The price of West Texas Intermediate (WTI) crude oil has been volatile in recent weeks, with a sharp rise in prices followed by a decline. On Thursday, March 23, the WTI approached the $72.00 mark per barrel before ending the session with modest losses below $70.00. This negative price action was accompanied by rising open interest, which is supportive of the view that further decline lies ahead for the commodity in the very near term. In this article, we will delve into the factors contributing to the negative price action and what it could mean for the commodity.
Factors Contributing to the Negative Price Action
The negative price action in WTI crude oil prices can be attributed to several factors. Firstly, the ongoing concerns regarding the COVID-19 pandemic continue to weigh on the demand for oil. The rising number of cases in several parts of the world, including Europe and India, has raised concerns about the recovery of the global economy. This has led to a decrease in the demand for oil, which has put pressure on prices.
Secondly, the decision by the Organization of the Petroleum Exporting Countries (OPEC) and its allies, collectively known as OPEC+, to increase production in the coming months has also contributed to the negative price action. This decision was taken after the group had cut production last year to support prices. However, the increase in production is expected to outstrip the rise in demand, leading to an oversupply of oil and putting further pressure on prices.
Thirdly, the rising tensions between the United States and China have also contributed to the negative price action. The two countries are the world’s largest economies and major consumers of oil. Any disruptions in their trade relations could have a significant impact on the demand for oil and, in turn, on its prices.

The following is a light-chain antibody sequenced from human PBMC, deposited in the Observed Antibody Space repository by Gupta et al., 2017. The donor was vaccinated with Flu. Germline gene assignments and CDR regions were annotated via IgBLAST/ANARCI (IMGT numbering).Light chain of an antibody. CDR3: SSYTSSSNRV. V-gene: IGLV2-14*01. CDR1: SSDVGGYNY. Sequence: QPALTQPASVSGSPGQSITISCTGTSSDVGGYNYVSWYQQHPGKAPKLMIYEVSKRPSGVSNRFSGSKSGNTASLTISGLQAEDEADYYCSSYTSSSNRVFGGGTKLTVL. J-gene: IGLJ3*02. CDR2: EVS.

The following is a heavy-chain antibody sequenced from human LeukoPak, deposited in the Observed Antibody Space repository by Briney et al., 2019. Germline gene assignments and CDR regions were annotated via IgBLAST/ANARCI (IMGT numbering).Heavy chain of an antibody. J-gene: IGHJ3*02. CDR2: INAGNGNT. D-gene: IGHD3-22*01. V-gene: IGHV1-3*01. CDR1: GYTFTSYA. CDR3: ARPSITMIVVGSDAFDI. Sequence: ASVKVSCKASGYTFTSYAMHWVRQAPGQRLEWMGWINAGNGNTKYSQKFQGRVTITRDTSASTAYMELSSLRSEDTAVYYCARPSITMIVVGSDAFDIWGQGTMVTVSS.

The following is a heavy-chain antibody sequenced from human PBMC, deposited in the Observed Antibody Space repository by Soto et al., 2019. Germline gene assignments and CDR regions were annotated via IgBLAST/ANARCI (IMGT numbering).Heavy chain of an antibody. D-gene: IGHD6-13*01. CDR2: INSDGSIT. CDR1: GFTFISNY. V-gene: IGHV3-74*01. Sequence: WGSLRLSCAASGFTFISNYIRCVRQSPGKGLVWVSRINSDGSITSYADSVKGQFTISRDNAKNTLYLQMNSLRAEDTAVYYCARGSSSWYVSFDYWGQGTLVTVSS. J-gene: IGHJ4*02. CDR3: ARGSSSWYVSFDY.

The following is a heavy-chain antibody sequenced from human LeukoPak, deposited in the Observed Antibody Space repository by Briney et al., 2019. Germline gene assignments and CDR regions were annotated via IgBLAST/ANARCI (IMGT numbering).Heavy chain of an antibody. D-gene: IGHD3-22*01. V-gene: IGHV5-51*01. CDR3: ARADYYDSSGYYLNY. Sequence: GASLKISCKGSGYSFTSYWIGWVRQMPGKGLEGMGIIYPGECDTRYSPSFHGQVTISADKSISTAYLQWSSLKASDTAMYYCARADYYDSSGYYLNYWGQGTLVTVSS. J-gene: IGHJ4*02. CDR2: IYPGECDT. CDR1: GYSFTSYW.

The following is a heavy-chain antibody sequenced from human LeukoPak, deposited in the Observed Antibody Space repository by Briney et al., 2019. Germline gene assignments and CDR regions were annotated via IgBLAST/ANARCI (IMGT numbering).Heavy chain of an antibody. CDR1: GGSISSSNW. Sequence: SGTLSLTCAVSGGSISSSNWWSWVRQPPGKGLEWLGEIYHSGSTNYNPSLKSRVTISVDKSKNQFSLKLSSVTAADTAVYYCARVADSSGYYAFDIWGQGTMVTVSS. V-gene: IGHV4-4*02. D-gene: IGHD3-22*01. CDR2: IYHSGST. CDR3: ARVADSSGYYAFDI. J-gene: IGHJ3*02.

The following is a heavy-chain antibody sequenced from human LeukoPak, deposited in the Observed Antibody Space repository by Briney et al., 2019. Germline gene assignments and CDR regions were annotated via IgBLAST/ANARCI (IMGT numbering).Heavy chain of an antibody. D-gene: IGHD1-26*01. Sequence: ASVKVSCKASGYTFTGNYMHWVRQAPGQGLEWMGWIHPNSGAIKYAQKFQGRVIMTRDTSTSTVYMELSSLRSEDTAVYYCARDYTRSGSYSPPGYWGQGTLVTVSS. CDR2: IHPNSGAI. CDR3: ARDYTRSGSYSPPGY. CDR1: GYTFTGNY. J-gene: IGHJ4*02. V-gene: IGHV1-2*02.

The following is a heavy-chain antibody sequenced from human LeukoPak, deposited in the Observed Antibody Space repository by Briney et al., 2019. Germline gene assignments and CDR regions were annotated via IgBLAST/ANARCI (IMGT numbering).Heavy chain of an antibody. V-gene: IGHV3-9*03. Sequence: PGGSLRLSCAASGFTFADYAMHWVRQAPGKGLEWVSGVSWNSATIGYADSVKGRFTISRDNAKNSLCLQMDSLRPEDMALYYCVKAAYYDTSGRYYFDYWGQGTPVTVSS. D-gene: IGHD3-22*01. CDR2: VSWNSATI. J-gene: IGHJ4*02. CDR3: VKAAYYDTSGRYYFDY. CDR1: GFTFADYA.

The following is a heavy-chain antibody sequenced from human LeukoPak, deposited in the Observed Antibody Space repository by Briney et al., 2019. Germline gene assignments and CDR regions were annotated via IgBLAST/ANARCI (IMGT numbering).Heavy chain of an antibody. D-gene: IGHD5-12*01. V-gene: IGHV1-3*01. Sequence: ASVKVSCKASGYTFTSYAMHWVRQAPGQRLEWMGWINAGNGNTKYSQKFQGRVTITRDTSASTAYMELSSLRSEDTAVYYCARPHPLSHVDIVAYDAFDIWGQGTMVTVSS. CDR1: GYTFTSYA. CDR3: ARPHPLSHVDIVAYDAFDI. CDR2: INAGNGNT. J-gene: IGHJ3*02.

Potential Support at $64.00
Despite the negative price action, there is potential support for the WTI crude oil prices at the 2023 low of $64.00. This support is expected to emerge in the near term, given the rising open interest in the commodity. Open interest refers to the number of contracts outstanding in the market and is used as a gauge of investor sentiment. When open interest rises along with falling prices, it indicates that investors are betting on further declines in the commodity.
In conclusion, the WTI crude oil prices are expected to decline further in the near term due to the ongoing concerns regarding the COVID-19 pandemic, the decision by OPEC+ to increase production, and the rising tensions between the United States and China. The potential support for the commodity at the 2023 low of $64.00 is likely to emerge in the near term, given the rising open interest in the market. Investors should remain cautious and keep a close eye on the developments in the global economy and the oil market.